Principals have credited the use of security cameras in schools for helping reduce vandalism and bad behaviour.
Across the Tasman, debate is heating up over a call from the Australian Principals' Federation for the government to pay for all state schools to have cameras, because of an increase in parents abusing teachers.
In New Zealand, cameras in schools were common and had successfully tackled vandalism and theft issues, Secondary Principals' Association president Tom Parsons said.
School communities were aware the cameras were operating and in some cases local police helped with the monitoring, he said.
Security cameras were installed in Kuranui College, in Greytown, this term to cut down on the number of teachers needed to monitor school entrances.
Principal Geoff Shepherd said one teacher could watch the monitoring screens from the staffroom and keep an eye on everyone entering or leaving school property.
"If there's an issue in the playground that we want to review then they're useful as well."
He said the mysterious theft of computers from the school this year had bumped cameras up the priority list.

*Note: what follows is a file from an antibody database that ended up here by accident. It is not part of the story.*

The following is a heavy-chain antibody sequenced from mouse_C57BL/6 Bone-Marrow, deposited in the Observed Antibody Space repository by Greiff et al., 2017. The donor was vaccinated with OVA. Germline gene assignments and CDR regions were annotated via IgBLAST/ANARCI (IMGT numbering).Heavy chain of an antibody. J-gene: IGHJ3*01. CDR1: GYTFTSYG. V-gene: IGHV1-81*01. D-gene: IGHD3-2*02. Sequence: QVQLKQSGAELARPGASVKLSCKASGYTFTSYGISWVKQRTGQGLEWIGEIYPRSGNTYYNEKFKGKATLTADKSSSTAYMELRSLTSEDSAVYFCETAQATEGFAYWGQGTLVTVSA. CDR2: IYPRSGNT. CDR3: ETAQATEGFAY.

"We've spent about $7000 to date but in order to do the whole school we're looking at about $40,000, so it's certainly not cheap."
Porirua College had CCTV cameras installed by the Ministry of Education when the school began its rebuild in 2010.
Principal Susanne Jungersen said the cameras were monitored in the school office.
"We do get some after-hours problems with people on the property and vandalism and we've been able to forward footage to the police and the culprits were apprehended."
Word spread quickly when offenders were caught on camera. "That is a good deterrent in itself," she said. "I don't think it's intrusive because people are used to that sort of passive surveillance."
Ms Jungersen said the school had never used camera footage after an incident involving a parent confronting a teacher. "If that was to occur though the cameras would be helpful in that situation."
Ministry general manager of property Kim Shannon said schools affected by vandalism and crime were supported with additional funding.
"A vandalism grant is provided to all schools with the exception of integrated schools. The grant is provided to assist boards to take positive steps to reduce vandalism."
If a school had continuing problems the ministry would send in a security specialist to make suggestions, she said.
- © Fairfax NZ News
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